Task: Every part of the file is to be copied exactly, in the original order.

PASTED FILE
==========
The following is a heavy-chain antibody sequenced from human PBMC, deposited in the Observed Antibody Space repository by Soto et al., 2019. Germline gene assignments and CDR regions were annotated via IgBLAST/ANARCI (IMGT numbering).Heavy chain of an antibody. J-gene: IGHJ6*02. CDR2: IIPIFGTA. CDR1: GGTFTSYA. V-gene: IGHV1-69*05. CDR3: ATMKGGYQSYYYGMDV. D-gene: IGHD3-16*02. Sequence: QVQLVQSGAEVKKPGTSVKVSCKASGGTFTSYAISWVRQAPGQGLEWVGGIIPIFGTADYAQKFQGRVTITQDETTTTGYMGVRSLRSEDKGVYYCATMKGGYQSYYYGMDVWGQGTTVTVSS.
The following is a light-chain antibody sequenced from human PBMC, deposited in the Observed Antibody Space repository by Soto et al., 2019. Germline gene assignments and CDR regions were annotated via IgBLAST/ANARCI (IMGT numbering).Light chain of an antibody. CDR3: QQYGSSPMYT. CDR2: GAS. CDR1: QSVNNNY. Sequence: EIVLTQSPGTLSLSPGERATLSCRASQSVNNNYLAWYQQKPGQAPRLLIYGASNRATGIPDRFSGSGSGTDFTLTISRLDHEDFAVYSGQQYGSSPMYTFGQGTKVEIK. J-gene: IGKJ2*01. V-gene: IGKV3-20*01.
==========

The following is a heavy-chain antibody sequenced from human PBMC, deposited in the Observed Antibody Space repository by Soto et al., 2019. Germline gene assignments and CDR regions were annotated via IgBLAST/ANARCI (IMGT numbering).Heavy chain of an antibody. J-gene: IGHJ6*02. CDR2: IIPIFGTA. CDR1: GGTFTSYA. V-gene: IGHV1-69*05. CDR3: ATMKGGYQSYYYGMDV. D-gene: IGHD3-16*02. Sequence: QVQLVQSGAEVKKPGTSVKVSCKASGGTFTSYAISWVRQAPGQGLEWVGGIIPIFGTADYAQKFQGRVTITQDETTTTGYMGVRSLRSEDKGVYYCATMKGGYQSYYYGMDVWGQGTTVTVSS.
The following is a light-chain antibody sequenced from human PBMC, deposited in the Observed Antibody Space repository by Soto et al., 2019. Germline gene assignments and CDR regions were annotated via IgBLAST/ANARCI (IMGT numbering).Light chain of an antibody. CDR3: QQYGSSPMYT. CDR2: GAS. CDR1: QSVNNNY. Sequence: EIVLTQSPGTLSLSPGERATLSCRASQSVNNNYLAWYQQKPGQAPRLLIYGASNRATGIPDRFSGSGSGTDFTLTISRLDHEDFAVYSGQQYGSSPMYTFGQGTKVEIK. J-gene: IGKJ2*01. V-gene: IGKV3-20*01.